US vice president, top officials visit UAE to pay respects
ABU DHABI, United Arab Emirates (AP) — Vice President Kamala Harris led a high-powered American delegation to the United Arab Emirates on Monday to pay respects to the federation’s late ruler and meet with the newly ascended president.
The trip marks the highest-level visit by Biden administration officials to oil-rich Abu Dhabi, a potent show of support as America tries to repair troubled relations with its partner amid the fast-changing geopolitical landscape precipitated by Moscow’s war on Ukraine.
Sheikh Tahnoon bin Zayed Al Nahyan, the UAE’s powerful national security adviser, greeted Harris on the windswept tarmac. The delegation also included Secretary of State Antony Blinken, Defense Secretary Lloyd Austin, CIA Director William Burns and climate envoy John Kerry, among others.
The UAE named the assertive Abu Dhabi crown prince Sheikh Mohammed bin Zayed Al Nahyan its new president following the death of his half-brother last Friday. Sheikh Mohammed has served as the country’s de facto ruler and shaped the country’s muscular foreign policy since Sheikh Khalifa bin Zayed Al Nahyan suffered a stroke nearly a decade ago.
Under Sheikh Mohammed’s de facto rule, the UAE has intervened in regional conflicts from Yemen to Libya, used its vast oil wealth to exert sway abroad and transformed into a regional financial hub.
Underscoring Abu Dhabi’s great influence in Western and Arab capitals, an array of presidents, prime ministers and princes descended on the desert sheikhdom over the weekend to honor the late Sheikh Khalifa, praise Sheikh Mohammed and solidify ties. French President Emmanuel Macron and British Prime Minister Boris Johnson were the first European leaders to jet to the UAE capital.
More dignitaries filtered through the Abu Dhabi airport’s marbled presidential terminal on Monday. Britain’s Prince William came Monday to pay tribute to the late ruler of the former British protectorate, marking his second visit to the emirate so far this year.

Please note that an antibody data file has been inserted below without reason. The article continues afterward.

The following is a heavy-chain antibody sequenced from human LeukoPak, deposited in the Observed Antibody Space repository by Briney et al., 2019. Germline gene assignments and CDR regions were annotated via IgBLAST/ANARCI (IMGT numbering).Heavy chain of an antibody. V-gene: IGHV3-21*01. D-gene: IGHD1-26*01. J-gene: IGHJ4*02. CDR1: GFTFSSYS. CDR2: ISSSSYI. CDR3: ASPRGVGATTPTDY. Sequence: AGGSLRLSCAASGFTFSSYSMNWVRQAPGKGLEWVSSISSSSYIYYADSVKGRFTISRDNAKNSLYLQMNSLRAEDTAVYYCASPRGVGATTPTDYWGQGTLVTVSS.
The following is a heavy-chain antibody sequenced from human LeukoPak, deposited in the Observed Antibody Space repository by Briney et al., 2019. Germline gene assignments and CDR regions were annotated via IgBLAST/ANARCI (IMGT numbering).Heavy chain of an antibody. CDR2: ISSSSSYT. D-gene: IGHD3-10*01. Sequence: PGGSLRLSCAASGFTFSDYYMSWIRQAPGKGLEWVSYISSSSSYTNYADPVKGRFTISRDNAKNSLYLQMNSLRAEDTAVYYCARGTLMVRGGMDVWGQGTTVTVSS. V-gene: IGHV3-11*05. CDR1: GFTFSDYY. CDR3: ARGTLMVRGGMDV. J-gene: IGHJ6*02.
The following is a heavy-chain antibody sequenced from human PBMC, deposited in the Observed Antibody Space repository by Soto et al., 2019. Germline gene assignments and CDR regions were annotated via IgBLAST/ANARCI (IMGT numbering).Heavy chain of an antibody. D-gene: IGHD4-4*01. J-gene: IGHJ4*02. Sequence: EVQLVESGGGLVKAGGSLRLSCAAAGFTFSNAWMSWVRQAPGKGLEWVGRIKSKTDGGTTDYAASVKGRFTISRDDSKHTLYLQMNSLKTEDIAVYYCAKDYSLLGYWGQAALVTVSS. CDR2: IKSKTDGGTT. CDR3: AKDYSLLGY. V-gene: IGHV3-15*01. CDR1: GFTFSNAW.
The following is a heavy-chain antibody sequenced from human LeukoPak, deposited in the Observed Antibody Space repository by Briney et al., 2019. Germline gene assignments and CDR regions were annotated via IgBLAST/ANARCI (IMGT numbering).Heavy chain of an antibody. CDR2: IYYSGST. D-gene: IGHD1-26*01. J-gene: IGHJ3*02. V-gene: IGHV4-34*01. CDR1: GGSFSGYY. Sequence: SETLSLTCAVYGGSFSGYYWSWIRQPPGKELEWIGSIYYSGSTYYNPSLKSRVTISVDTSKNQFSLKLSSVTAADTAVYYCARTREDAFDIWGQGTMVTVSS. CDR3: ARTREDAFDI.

Iranian Foreign Minister Hossein Amirabdollahian made a rare trip to Abu Dhabi that appeared to coincide with the U.S. trip. Iran has refused to meet American officials face-to-face, even as they negotiate a return to Tehran’s tattered nuclear accord with world powers.
Iran’s hard-line President Ebrahim Raisi also lauded Sheikh Mohammed’s ascension, a sign of the pragmatic relationship between the neighbors that support opposite sides in Yemen’s devastating war, harbor a long-running territorial dispute over islands in the Persian Gulf and yet retain crucial trade links despite sanctions.
Mohammed bin Salman, Saudi Arabia’s own upstart crown prince and de facto ruler who is close to Sheikh Mohammed, also paid a condolence visit to the UAE on Monday, jetting to Abu Dhabi after escorting his father King Salman out of a hospital in the kingdom where he had undergone medical tests.
The mourners, close allies of the UAE, have included some bitter rivals, like Iran and Israel, India and Pakistan, Qatar and Egypt — a dramatic reminder of the country’s powerful role in the region.